ERIC Number: ED348184
Record Type: RIE
Publication Date: 1992-Apr
Reference Count: N/A
Small Schools and Higher Order Thinking Skills.
Haller, Emil J.; And Others
A review of the literature indicates that, compared to larger, urban schools, small, rural secondary schools have limited course offerings in mathematics and science; the review also indicates, however, that the achievement of students in small, rural schools is equivalent to or even higher than, that of students in larger, urban schools. Such an anomaly may be due to a mismatch of the conventional measurement of achievement outcomes and the neglect of higher-order cognitive skills taught in advanced courses offered only in larger schools. This study examines another possible explanation for the anomaly by focusing on the measures of higher-order thinking skills in science and mathematics. The data used in this study were collected beginning in 1987 by the Longitudinal Study of American Youth (LSAY), an on-going 4-year panel study of middle and high school science and mathematics education. The base-year sample consisted of 2,829 10th grade students from 51 randomly selected public schools. Survey instruments were completed by the sampled students, their teachers, and parents. Achievement tests that focused on mathematics and science knowledge and higher-order thinking skills were administered in the fall of 1987, 1988, and 1989. Zero-order statistics and regression analyses were performed with the data. Results of the study refute the hypothesis and indicate that while large schools offer more advanced courses than do small ones, those offerings appear to have no influence on student achievement and higher-order thinking skills. (LP)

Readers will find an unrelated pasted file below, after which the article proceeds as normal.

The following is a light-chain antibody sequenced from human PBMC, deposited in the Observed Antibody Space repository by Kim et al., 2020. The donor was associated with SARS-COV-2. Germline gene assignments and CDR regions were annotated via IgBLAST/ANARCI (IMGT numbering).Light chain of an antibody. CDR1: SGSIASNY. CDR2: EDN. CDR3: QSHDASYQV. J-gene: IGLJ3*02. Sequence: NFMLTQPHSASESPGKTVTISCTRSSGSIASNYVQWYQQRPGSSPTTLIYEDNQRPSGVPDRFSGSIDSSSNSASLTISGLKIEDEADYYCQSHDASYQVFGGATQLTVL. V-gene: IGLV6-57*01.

Publication Type: Speeches/Meeting Papers; Reports - Research
Education Level: N/A
Sponsor: Office of Educational Research and Improvement (ED), Washington, DC.
Authoring Institution: Consortium for Policy Research in Education, New Brunswick, NJ.
Identifiers: Longitudinal Study of American Youth
Note: Paper presented at the Annual Meeting of the American Educational Research Association (San Francisco, CA, April 20-24, 1992).